Adult marriage isn’t the govt’s business

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Adult marriage isn’t the govt’s business

Wednesday, 26 January 2022 | S Kalyanasundaram

Adult marriage isn’t the govt’s business

How will increasing the marriageable age empower women or make them self-reliant?

The Government is considering to change the eligibility of Indian girls getting married from 18 to 21. The intent of the Bill isto “make them self-reliant and to enable them to take decisions themselves”. An amendment seeks to define a child as a male or female who has not completed 21 years of age. How will increasing the marriageable age empower women or make them self-reliant? Gender equality per se is achieved with 21 becoming the marriageable age o men and women. But this stipulation for men itself is totally arbitrary and to make gender equality, men’s marriageable age should have been brought down to 18. Parity does not mean taking away the right or privilege from one group. When the government wants to decide the minimum age for marriage, strangely it claims that it is going to empower girls to decide on their own. As per Indian Majority Act, 1875 18 is the age for attaining majority. But,as per the same Act, a child appointed with a guardian by the court attains majority after completion of 21 years. Through Indian Majority (Amendment) Act 1999, Section 3 has been replaced with the following: “Age of majority of persons domiciled in India. — (1) every person domiciled in India shall attain the age of majority on his completing the age of eighteen years and not before.” So, whoever completes the age of 18 years the person is a major and cannot be treated as a child. Hence the proposed amendment with the nomenclature Prohibition of ‘child’ marriage act is a misnomer. Our law permits 18-year-olds, without representation by a guardian,to enter into any contract, own properties, pursue jobs, drive heavy vehicles in most states,and vote in elections. But the government wants to prescribe an age limit for marriage that too by branding the persons attaining majority as children. While introducing the Constitution (Sixty first Amendment) Act, 1988, the government stated as follows: ‘The present-day youth are literate and enlightened and the lowering of the voting age would provide to the unrepresented youth of the country an opportunity to give vent to their feelings and help them become a part of the political process. The present-day youth are very much politically conscious. It is, therefore, proposed to reduce the voting age from 21 years to 18 years.’ Is it not ridiculous to suddenly change the gear and say that girls of 18 years cannot decide on their own and hence should not marry?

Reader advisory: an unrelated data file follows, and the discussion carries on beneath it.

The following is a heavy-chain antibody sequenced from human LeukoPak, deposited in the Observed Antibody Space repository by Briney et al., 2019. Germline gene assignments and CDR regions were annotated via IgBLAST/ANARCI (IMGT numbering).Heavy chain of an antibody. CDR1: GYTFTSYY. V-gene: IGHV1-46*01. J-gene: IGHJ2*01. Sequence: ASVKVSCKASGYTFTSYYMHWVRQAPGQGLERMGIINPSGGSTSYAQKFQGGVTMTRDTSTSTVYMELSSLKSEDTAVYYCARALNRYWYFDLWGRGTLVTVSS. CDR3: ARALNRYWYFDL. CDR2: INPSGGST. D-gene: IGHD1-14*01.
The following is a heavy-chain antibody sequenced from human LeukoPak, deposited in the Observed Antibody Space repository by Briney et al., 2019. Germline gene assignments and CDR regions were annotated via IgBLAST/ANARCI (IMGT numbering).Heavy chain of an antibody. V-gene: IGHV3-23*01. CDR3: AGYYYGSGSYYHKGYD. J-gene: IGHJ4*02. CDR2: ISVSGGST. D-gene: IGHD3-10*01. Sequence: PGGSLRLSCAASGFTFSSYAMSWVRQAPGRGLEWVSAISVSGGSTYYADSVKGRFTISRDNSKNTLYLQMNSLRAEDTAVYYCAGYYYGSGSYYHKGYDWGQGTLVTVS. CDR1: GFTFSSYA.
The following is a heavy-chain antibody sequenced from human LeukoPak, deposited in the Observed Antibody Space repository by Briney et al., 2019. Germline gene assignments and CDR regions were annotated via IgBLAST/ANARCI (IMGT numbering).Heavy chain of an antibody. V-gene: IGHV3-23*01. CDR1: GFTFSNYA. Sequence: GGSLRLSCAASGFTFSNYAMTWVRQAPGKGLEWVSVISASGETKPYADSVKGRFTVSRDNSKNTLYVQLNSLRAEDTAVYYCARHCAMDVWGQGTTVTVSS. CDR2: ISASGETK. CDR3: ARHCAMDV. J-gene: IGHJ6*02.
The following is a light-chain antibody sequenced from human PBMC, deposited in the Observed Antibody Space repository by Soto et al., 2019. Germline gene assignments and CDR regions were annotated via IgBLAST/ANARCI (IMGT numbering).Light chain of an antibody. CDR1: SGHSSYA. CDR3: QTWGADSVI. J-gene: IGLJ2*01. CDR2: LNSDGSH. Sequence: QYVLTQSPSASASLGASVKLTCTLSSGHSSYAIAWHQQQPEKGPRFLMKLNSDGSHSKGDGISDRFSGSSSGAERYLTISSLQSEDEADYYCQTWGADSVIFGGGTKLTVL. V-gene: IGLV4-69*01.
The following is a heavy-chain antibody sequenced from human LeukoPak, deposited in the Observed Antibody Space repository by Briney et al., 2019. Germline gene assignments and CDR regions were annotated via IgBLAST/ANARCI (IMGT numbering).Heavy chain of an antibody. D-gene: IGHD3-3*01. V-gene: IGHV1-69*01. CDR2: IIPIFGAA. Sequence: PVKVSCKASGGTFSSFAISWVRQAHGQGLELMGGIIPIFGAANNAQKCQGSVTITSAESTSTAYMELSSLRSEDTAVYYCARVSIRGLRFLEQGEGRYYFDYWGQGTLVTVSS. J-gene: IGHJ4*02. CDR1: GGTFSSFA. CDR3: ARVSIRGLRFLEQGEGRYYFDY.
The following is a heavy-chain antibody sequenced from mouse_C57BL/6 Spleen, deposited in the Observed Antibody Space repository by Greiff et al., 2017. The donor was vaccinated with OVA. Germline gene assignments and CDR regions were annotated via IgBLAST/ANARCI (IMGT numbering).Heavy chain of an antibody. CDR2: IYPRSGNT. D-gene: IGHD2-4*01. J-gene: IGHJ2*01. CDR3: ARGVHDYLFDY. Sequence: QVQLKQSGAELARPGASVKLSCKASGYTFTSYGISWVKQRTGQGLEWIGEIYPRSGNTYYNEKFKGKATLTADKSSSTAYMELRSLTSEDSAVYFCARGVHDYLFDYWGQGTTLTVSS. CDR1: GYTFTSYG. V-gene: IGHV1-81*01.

UNICEF, also known as the United Nations Children’s Fund, is a United Nations agency responsible for providing humanitarian and developmental aid to children worldwide. Even UNICEF regards only the marriage of a minor (a person below the adult age) as child marriage and a violation of rights. It is a different matter that most of the girls and boys are not getting married even after they are eligible as per the Prohibition of Child Marriage Act, 2006. As per a survey conducted with a sample of 10,005 respondents by YouGov-Mint-CPR Millennial Survey, one in four young adults in India do not want to marry. As norms and values around marriage and family life change, the Indian youth too are being influenced by recent trends. Compared to a decade ago, youth are now marrying later in life. This has been again brought out by Lokniti-CSDS Youth Studies in 2016 and 2007 which show the proportion of married youth decreased by eight percentage points from 55 per cent in 2007 to 47 per cent in 2016. The government must drop this amendment bill which is retrograde.

(The writer is a retired banker. The views expressed are personal.)

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